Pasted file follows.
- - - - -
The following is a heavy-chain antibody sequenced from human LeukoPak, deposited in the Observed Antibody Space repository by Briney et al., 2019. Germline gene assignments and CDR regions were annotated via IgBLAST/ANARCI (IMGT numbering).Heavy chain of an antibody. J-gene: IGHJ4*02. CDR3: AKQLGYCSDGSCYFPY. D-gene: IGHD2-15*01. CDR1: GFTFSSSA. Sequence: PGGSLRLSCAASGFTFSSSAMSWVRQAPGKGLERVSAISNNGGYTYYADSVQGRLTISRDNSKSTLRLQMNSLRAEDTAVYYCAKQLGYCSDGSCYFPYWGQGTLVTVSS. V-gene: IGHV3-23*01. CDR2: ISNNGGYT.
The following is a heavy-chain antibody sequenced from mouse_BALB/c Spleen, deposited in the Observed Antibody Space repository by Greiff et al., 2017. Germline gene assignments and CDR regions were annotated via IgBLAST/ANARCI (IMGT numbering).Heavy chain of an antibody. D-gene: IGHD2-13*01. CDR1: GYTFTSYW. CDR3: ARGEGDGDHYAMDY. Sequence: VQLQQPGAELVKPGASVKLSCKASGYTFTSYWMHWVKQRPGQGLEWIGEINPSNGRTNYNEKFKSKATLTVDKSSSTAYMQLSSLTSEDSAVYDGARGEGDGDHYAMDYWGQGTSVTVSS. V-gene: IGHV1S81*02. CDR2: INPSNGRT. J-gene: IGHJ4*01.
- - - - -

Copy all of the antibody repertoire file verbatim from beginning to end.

The following is a heavy-chain antibody sequenced from human LeukoPak, deposited in the Observed Antibody Space repository by Briney et al., 2019. Germline gene assignments and CDR regions were annotated via IgBLAST/ANARCI (IMGT numbering).Heavy chain of an antibody. J-gene: IGHJ4*02. CDR3: AKQLGYCSDGSCYFPY. D-gene: IGHD2-15*01. CDR1: GFTFSSSA. Sequence: PGGSLRLSCAASGFTFSSSAMSWVRQAPGKGLERVSAISNNGGYTYYADSVQGRLTISRDNSKSTLRLQMNSLRAEDTAVYYCAKQLGYCSDGSCYFPYWGQGTLVTVSS. V-gene: IGHV3-23*01. CDR2: ISNNGGYT.
The following is a heavy-chain antibody sequenced from mouse_BALB/c Spleen, deposited in the Observed Antibody Space repository by Greiff et al., 2017. Germline gene assignments and CDR regions were annotated via IgBLAST/ANARCI (IMGT numbering).Heavy chain of an antibody. D-gene: IGHD2-13*01. CDR1: GYTFTSYW. CDR3: ARGEGDGDHYAMDY. Sequence: VQLQQPGAELVKPGASVKLSCKASGYTFTSYWMHWVKQRPGQGLEWIGEINPSNGRTNYNEKFKSKATLTVDKSSSTAYMQLSSLTSEDSAVYDGARGEGDGDHYAMDYWGQGTSVTVSS. V-gene: IGHV1S81*02. CDR2: INPSNGRT. J-gene: IGHJ4*01.